How a Ratings Service Helped Foxconn’s Search for a U.S. Factory: Gadfly

Once sites are identified, companies and their consultants approach local governments for sweeteners such as infrastructure improvements, tax incentives or staff training. Ernst & Young LLP is advising Foxconn, according to people familiar with the process.

Foxconn said it’s evaluating potential locations and discussing options with government officials in the U.S. It can’t confirm the number of jobs to be created, but expects "many direct and indirect" employment opportunities throughout the U.S. supply chain. E&Y didn’t respond to a request for comment.

The Midwest was the nexus of American heavy industry for much of the last century. Wisconsin made machine-tooling and metalworking equipment used by Ohio’s steel industry. That fed car factories in neighboring Michigan.

Over the past 40 years, industrial employment has steeply declined, and while there’s a legacy industrial workforce in the area, politicians have been eager to attract more high-tech manufacturing akin to the Foxconn plant. State-sponsored staff training incentives will play an important role in attracting the plant, given that the required skills are very different from those in the auto industry.

Foxconn has talked of creating as many as 50,000 jobs, but some plans indicate that the plant will more likely employ 5,000 to 10,000 people and make LCD panels, according to one of the people familiar with the process. The company also plans sister plants scattered around the U.S. that will use the panels to make TV and computer screens for its Sharp brand. That may bring the total investment closer to $10 billion, the person said.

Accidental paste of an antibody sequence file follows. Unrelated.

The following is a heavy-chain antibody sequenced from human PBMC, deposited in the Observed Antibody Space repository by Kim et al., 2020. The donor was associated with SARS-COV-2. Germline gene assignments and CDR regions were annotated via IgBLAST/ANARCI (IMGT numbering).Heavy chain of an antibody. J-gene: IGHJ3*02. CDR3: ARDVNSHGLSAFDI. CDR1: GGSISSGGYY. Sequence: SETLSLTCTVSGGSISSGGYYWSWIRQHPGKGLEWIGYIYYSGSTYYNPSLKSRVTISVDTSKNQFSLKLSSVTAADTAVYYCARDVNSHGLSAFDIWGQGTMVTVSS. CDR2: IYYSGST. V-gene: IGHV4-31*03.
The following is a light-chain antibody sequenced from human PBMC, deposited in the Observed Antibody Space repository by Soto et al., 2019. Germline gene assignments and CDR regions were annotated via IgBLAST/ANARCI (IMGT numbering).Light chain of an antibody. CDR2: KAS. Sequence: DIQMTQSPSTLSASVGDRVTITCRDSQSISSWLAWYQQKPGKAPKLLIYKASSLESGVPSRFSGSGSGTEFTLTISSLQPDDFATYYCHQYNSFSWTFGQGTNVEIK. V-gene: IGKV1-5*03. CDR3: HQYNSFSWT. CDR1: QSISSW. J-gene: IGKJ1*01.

A robot assembles a Sharp Corp. Aquos LCD television on the production line of Sharp’s plant in Japan.

Photographer: Tomohiro Ohsumi/Bloomberg

Bringing display manufacturing to the U.S. may help Foxconn convince the Trump administration not to impose import duties on the iPhone. Since the rationale for such a tax bill would be to create U.S. jobs, Foxconn could argue that it’s already doing this, making levies redundant.

“It’s a politically expedient thing for Foxconn to do, to bring jobs to the U.S.,” said Shannon Cross, an analyst at Cross Research. “It’s trying to head off incremental pressure from the U.S. administration.”

Attracting the Foxconn plant to Wisconsin may require “hundreds of millions of dollars” in incentives, the Milwaukee Journal Sentinel reported July 13, citing unidentified sources. Detroit Mayor Mike Duggan flew to Japan in June to lobby Foxconn executives, The Detroit News said. Michigan’s House of Representatives passed a bill that lets companies keep some of the income tax paid by workers, an attempt to spur higher-paying jobs.